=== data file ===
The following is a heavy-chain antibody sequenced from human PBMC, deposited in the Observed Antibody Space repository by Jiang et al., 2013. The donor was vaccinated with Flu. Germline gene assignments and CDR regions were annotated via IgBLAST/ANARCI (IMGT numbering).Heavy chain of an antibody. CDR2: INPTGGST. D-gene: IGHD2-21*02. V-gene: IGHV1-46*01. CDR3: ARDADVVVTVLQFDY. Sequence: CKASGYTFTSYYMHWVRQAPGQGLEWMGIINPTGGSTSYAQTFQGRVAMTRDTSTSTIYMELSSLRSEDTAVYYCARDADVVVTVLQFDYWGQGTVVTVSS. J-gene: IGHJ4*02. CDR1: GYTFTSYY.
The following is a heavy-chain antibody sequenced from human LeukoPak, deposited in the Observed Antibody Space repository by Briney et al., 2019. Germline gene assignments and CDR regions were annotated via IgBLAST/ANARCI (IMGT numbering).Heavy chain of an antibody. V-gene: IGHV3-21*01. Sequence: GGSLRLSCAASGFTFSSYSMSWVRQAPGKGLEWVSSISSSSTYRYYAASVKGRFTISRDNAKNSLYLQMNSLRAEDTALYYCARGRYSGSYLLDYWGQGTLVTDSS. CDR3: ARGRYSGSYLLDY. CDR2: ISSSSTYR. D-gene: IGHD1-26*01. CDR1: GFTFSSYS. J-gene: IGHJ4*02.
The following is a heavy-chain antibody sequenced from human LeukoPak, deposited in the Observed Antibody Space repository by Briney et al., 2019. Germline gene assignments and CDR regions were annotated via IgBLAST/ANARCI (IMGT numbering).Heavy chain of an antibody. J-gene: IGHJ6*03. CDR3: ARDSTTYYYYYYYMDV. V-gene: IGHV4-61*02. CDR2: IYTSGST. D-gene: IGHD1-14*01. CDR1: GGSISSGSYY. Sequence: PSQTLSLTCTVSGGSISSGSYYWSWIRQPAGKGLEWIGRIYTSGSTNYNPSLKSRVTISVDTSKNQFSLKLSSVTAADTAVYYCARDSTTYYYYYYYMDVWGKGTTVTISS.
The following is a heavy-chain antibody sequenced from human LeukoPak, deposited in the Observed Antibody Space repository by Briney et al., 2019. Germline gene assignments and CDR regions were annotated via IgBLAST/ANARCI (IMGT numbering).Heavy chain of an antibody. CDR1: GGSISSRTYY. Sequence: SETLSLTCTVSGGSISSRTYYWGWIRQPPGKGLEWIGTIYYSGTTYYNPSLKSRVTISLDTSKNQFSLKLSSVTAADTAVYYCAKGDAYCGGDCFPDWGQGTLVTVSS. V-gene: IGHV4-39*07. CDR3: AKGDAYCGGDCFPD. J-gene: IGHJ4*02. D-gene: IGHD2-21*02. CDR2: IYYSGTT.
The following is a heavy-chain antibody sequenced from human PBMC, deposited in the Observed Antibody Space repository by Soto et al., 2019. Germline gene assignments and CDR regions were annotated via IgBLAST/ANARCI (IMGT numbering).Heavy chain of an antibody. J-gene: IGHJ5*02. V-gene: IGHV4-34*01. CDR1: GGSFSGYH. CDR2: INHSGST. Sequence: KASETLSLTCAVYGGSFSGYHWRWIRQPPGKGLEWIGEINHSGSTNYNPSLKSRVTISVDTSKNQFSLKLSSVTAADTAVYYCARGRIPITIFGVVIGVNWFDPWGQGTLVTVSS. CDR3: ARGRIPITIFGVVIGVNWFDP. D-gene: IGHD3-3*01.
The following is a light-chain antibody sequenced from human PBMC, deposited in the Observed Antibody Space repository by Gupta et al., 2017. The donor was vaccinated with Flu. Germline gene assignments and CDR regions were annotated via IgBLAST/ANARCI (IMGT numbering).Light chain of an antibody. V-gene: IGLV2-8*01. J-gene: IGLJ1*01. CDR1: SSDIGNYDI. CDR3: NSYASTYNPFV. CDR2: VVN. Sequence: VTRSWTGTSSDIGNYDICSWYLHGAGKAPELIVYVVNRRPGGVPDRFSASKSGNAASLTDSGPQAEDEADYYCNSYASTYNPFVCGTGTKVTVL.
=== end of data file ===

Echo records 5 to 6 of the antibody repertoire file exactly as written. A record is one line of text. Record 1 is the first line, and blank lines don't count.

The following is a heavy-chain antibody sequenced from human PBMC, deposited in the Observed Antibody Space repository by Soto et al., 2019. Germline gene assignments and CDR regions were annotated via IgBLAST/ANARCI (IMGT numbering).Heavy chain of an antibody. J-gene: IGHJ5*02. V-gene: IGHV4-34*01. CDR1: GGSFSGYH. CDR2: INHSGST. Sequence: KASETLSLTCAVYGGSFSGYHWRWIRQPPGKGLEWIGEINHSGSTNYNPSLKSRVTISVDTSKNQFSLKLSSVTAADTAVYYCARGRIPITIFGVVIGVNWFDPWGQGTLVTVSS. CDR3: ARGRIPITIFGVVIGVNWFDP. D-gene: IGHD3-3*01.
The following is a light-chain antibody sequenced from human PBMC, deposited in the Observed Antibody Space repository by Gupta et al., 2017. The donor was vaccinated with Flu. Germline gene assignments and CDR regions were annotated via IgBLAST/ANARCI (IMGT numbering).Light chain of an antibody. V-gene: IGLV2-8*01. J-gene: IGLJ1*01. CDR1: SSDIGNYDI. CDR3: NSYASTYNPFV. CDR2: VVN. Sequence: VTRSWTGTSSDIGNYDICSWYLHGAGKAPELIVYVVNRRPGGVPDRFSASKSGNAASLTDSGPQAEDEADYYCNSYASTYNPFVCGTGTKVTVL.